Thursday, 5 March 2020


Launched in the United Kingdom on this day in 1981, Sinclair Research’s innovative, intuitive and inexpensive (kits for self-assembly consisting of a slim and compact keyboard and an external cassette recorder for memory retailed for a mere £49,95) micro-computer was one of the first to be successfully mass-marketed and introduced the public to the idea of having a home computer, outside the bailiwick of business executives and hobbyists. Aside from the tape player, there were no moving parts and plugged into a television set as a display.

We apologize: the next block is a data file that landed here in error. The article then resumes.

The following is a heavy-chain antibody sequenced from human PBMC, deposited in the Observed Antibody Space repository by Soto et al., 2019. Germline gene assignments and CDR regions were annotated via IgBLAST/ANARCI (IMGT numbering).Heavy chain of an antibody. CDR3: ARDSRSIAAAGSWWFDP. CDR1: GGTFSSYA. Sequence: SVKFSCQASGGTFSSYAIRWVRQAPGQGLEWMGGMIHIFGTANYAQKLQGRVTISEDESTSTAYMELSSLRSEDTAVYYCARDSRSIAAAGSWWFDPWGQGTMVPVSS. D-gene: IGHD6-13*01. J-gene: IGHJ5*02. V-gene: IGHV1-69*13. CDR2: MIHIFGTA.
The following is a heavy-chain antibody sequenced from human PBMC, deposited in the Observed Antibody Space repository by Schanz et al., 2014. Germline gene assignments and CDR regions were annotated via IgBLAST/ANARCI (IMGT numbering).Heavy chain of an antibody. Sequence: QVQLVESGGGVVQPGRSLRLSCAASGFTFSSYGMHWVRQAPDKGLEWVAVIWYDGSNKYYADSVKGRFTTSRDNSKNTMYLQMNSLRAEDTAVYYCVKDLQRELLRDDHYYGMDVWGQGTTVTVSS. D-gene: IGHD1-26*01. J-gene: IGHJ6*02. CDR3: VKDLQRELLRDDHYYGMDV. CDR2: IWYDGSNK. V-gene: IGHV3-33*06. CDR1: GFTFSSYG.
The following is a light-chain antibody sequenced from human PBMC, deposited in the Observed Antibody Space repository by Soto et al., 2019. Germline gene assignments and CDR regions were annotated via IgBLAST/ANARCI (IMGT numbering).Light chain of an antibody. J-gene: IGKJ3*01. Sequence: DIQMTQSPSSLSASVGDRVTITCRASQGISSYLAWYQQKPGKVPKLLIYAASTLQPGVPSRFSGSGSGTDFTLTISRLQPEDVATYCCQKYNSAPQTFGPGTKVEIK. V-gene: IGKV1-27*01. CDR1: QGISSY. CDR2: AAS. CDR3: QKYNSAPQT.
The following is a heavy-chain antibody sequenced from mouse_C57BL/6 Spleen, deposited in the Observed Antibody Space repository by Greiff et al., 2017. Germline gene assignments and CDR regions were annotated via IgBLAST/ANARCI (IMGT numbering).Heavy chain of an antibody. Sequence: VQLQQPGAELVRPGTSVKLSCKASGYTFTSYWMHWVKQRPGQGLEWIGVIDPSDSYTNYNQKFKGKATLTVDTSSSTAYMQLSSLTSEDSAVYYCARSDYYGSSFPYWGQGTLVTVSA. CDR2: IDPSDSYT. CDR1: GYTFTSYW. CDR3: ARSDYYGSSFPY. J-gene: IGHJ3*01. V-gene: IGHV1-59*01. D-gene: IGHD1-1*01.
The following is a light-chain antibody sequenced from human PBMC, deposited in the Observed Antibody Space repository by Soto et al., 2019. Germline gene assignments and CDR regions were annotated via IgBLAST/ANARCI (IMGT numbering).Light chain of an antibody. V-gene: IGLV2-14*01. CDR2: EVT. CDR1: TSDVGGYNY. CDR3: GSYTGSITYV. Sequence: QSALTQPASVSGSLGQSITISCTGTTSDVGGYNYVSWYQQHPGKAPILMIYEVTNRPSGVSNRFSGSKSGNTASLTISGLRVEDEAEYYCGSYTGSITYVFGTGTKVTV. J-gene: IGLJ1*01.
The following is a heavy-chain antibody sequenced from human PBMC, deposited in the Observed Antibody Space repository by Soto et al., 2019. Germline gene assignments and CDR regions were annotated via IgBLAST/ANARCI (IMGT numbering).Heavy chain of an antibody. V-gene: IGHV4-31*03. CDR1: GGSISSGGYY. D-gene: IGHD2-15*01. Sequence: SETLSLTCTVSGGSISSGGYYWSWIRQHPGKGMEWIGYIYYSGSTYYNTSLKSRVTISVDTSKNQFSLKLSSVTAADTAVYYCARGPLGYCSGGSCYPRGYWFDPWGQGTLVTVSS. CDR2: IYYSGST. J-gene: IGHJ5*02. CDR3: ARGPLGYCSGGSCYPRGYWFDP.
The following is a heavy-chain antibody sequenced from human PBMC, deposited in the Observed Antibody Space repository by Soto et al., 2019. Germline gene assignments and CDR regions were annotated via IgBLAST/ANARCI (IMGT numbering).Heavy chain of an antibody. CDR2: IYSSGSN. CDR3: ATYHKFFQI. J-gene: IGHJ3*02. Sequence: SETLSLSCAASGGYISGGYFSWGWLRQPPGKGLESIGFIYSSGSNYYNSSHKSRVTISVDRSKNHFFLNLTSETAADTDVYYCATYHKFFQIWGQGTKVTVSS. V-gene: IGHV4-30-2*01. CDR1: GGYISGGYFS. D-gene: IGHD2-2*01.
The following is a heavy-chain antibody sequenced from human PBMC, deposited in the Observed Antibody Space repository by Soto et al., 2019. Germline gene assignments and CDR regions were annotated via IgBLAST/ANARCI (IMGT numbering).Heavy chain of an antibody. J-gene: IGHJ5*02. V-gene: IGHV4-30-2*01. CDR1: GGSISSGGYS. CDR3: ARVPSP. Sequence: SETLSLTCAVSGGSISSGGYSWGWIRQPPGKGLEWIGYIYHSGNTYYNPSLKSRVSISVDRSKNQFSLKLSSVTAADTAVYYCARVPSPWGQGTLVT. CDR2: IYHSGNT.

Despite perceived technical shortcomings—like the impractically low amount of memory, the unit truly prized open a path to better computer literacy, coding (see previously) and importantly the measure of confidence to see broader applications. Clones and variants soon proliferated—I remember using a Radio Shack derivative in a beige casing and flipping the VHF/UHF switch and felt I was entering programming mode, and the community of enthusiasts the ZX81 fostered was self-perpetuating, the early-adopters creating, sourcing software and hardware compatible with the computer. Founder and business executive Clive Marles Sinclair (*1940) amassed a fortune with this pioneering success and was given a knighthood for it in 1983. Later projects launched by Sinclair have focused on personal transportation and solving the last-mile problem with inventions like his folding bicycle that commuters can easily take on trains, the A-Bike debuting in 2006.